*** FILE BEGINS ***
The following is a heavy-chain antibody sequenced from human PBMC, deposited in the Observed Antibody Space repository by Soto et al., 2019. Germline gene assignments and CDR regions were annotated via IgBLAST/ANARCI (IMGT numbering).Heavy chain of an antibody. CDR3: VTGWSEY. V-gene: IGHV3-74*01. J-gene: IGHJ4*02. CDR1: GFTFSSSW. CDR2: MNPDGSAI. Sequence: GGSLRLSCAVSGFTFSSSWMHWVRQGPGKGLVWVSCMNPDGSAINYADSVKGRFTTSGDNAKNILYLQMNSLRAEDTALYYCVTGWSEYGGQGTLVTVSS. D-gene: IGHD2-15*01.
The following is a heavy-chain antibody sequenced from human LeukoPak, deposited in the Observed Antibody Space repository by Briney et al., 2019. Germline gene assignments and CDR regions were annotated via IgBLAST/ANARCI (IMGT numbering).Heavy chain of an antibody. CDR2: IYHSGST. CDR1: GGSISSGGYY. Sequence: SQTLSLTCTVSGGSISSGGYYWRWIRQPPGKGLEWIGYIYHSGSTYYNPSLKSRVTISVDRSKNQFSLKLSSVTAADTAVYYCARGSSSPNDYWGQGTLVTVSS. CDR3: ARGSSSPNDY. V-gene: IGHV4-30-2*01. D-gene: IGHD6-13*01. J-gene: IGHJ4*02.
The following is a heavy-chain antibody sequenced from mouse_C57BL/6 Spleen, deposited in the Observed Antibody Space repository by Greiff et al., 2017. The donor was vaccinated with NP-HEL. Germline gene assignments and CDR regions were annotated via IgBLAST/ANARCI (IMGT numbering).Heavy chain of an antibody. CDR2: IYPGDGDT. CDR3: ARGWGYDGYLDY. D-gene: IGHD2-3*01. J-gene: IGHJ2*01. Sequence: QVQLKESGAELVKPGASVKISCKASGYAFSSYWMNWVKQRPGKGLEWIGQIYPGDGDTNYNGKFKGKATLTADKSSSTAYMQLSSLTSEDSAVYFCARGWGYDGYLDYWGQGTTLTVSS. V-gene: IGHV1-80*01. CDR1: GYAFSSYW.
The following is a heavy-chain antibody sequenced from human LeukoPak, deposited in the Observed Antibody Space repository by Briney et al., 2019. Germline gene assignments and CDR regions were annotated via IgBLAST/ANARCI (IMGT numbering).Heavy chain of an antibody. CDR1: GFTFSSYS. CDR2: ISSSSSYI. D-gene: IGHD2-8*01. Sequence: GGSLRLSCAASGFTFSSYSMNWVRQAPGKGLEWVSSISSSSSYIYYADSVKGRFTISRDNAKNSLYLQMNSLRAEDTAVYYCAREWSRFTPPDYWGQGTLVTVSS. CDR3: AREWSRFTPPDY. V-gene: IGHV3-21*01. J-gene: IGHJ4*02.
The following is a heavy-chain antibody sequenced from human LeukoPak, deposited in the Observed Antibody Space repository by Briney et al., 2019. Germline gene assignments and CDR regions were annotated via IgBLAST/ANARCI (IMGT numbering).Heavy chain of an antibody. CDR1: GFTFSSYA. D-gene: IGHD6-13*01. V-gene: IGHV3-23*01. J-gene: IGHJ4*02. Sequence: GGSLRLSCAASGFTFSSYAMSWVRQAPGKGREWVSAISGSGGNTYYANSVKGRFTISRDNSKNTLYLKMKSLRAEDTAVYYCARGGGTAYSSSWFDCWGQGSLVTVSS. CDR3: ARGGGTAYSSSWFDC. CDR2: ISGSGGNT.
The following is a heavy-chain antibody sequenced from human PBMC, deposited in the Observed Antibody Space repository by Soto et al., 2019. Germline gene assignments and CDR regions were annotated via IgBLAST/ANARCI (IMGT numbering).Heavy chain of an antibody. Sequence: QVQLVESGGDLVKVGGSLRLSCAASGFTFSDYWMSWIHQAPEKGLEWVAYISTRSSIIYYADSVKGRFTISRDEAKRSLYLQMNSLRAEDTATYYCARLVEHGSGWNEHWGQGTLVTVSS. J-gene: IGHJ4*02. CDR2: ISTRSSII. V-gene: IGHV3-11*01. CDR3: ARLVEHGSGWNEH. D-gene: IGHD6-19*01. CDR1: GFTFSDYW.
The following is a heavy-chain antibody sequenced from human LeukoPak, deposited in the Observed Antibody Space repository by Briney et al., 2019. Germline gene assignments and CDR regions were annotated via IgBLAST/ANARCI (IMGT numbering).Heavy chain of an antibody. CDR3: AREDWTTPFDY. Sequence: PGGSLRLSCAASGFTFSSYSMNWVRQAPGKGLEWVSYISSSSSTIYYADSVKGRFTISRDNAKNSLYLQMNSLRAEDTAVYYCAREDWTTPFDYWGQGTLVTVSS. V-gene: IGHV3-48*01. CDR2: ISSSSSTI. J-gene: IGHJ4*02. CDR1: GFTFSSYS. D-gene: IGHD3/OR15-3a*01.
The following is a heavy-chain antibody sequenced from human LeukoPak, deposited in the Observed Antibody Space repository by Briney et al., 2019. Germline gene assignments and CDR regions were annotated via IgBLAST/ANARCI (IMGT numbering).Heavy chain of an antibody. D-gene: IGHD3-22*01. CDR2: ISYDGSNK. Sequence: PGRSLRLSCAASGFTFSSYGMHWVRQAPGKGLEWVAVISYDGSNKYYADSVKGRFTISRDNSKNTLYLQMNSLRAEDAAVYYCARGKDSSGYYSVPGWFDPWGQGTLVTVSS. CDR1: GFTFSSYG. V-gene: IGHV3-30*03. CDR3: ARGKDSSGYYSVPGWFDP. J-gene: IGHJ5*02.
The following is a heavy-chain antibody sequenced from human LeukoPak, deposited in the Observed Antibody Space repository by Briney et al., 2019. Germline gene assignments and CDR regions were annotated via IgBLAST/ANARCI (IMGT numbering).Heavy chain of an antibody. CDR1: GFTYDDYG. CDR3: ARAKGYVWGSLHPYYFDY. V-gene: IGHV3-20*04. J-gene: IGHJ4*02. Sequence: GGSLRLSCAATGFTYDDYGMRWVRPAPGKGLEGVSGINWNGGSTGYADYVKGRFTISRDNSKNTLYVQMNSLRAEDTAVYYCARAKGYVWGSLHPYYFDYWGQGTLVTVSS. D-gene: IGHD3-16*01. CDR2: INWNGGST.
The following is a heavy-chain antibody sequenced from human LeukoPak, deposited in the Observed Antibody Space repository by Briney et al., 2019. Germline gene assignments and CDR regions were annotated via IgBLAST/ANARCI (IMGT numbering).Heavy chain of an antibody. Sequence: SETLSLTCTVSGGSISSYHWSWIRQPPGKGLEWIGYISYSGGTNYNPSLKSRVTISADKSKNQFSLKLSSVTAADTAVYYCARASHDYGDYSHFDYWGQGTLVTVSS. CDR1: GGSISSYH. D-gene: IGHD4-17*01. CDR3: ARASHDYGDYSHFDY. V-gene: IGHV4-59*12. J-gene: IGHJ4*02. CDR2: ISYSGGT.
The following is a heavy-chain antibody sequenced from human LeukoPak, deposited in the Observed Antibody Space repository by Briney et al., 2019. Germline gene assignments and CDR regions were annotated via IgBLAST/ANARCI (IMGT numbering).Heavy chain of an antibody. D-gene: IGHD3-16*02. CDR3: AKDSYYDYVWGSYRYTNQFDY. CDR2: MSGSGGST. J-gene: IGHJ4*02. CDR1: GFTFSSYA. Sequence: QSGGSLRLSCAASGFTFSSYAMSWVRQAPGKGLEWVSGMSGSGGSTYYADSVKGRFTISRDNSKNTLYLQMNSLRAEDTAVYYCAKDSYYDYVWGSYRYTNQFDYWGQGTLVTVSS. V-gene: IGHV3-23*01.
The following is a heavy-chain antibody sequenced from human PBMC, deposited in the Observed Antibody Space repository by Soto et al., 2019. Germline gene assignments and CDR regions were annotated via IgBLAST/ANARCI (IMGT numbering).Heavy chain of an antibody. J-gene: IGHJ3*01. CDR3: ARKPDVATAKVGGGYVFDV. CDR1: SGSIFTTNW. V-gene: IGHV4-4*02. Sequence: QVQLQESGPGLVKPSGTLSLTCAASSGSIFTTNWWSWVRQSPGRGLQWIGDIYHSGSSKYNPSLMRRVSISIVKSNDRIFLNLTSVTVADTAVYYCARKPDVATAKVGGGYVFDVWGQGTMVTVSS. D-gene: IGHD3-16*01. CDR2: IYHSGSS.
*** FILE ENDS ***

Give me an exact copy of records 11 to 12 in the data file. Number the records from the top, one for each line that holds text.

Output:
The following is a heavy-chain antibody sequenced from human LeukoPak, deposited in the Observed Antibody Space repository by Briney et al., 2019. Germline gene assignments and CDR regions were annotated via IgBLAST/ANARCI (IMGT numbering).Heavy chain of an antibody. D-gene: IGHD3-16*02. CDR3: AKDSYYDYVWGSYRYTNQFDY. CDR2: MSGSGGST. J-gene: IGHJ4*02. CDR1: GFTFSSYA. Sequence: QSGGSLRLSCAASGFTFSSYAMSWVRQAPGKGLEWVSGMSGSGGSTYYADSVKGRFTISRDNSKNTLYLQMNSLRAEDTAVYYCAKDSYYDYVWGSYRYTNQFDYWGQGTLVTVSS. V-gene: IGHV3-23*01.
The following is a heavy-chain antibody sequenced from human PBMC, deposited in the Observed Antibody Space repository by Soto et al., 2019. Germline gene assignments and CDR regions were annotated via IgBLAST/ANARCI (IMGT numbering).Heavy chain of an antibody. J-gene: IGHJ3*01. CDR3: ARKPDVATAKVGGGYVFDV. CDR1: SGSIFTTNW. V-gene: IGHV4-4*02. Sequence: QVQLQESGPGLVKPSGTLSLTCAASSGSIFTTNWWSWVRQSPGRGLQWIGDIYHSGSSKYNPSLMRRVSISIVKSNDRIFLNLTSVTVADTAVYYCARKPDVATAKVGGGYVFDVWGQGTMVTVSS. D-gene: IGHD3-16*01. CDR2: IYHSGSS.